Bauer Spezialtiefbau GmbH accepted an innovation prize in the construction process category at the recent Bauma industry show in Munich, Germany. The prize honored a piling project in the North Sea off Scotland.
The project was a joint effort between engineers at Bauer Spezialtiefbau and machinery subsidiary Bauer Maschinen, which designed and built an entirely new underwater drilling rig for deployment in a few months.
Bauer crews in the summer of 2011 sunk a pile into the North Sea bed to form the foundation base for a tidal turbine. The tidal field is a certified test for such projects aimed at generating renewable energy. The project, from design to reality, was performed under tight time constraints. Days were regimented, with time strictly allocated for testing, transportation of materials from Hamburg, Germany, to the U.K., transfer to the drilling location and the drilling phase itself.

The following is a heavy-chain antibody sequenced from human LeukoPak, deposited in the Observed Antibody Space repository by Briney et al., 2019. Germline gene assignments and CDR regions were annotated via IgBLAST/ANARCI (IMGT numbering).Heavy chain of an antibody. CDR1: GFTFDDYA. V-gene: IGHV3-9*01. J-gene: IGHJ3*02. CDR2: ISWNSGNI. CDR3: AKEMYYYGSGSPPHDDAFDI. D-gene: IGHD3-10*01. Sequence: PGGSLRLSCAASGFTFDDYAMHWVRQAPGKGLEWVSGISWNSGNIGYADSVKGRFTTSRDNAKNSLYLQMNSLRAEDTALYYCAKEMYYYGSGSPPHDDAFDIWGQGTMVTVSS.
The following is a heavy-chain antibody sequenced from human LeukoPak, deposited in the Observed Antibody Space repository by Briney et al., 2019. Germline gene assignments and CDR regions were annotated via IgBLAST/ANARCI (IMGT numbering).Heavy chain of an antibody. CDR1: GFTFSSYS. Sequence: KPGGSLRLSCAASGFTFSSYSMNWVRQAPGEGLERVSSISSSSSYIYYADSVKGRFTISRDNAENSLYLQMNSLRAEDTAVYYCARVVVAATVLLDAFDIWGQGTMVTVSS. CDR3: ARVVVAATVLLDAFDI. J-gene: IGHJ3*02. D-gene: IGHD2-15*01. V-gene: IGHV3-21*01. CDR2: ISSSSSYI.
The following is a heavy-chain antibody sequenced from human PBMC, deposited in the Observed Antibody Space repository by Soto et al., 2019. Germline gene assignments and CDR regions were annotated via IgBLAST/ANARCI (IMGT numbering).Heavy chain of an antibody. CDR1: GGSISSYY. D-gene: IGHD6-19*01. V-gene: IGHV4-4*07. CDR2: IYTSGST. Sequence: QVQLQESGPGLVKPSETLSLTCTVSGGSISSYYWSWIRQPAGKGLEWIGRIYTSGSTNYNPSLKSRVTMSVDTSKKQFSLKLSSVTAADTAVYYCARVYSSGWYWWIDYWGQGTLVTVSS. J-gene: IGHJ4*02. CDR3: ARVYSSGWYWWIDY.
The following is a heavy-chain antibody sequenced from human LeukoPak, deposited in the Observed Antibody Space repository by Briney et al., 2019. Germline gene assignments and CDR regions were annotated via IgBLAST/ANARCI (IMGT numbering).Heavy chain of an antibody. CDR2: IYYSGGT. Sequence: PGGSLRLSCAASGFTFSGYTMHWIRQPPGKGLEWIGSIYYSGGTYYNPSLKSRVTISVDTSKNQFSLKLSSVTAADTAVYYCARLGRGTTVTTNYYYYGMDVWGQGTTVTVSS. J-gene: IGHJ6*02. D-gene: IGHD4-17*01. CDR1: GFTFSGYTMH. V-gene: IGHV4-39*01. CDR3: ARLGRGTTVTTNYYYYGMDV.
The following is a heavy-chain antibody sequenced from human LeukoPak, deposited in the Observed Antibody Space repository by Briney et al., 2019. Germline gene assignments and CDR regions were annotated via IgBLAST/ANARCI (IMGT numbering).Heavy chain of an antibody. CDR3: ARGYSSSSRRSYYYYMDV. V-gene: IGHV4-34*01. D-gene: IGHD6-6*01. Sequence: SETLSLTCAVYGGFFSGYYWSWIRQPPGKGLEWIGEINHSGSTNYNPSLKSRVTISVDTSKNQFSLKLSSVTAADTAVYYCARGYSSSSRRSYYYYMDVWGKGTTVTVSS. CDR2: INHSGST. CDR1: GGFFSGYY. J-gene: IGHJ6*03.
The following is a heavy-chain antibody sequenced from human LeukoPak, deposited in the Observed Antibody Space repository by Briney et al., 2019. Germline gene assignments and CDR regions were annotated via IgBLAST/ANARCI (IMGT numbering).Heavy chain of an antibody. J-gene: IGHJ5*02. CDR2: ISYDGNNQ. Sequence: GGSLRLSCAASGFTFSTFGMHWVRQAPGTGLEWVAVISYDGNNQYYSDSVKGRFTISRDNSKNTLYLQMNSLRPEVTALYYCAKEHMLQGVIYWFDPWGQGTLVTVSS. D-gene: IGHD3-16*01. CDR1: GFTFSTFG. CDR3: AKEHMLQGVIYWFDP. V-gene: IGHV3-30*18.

The new-style rig was lowered to the sea bed during a period of relative tidal calm from a special ship. Multiple drive units held the ship in place with the help of GPS. Drilling was done with a roller bit and an air-lift system moved cuttings back to the surface. At a depth of 121 feet, the 75-foot long, 6-foot diameter monopile was compacted in a 36-foot rock socket with high-strength mortar. The pile can now support a one-megawatt turbine.
This is the third time Bauer Group has won Bauma’s innovation prize. Bauma, held every three years, is the world’s the largest construction machinery trade fair. The innovation prize is awarded in categories of machinery, components, construction process, research and design.
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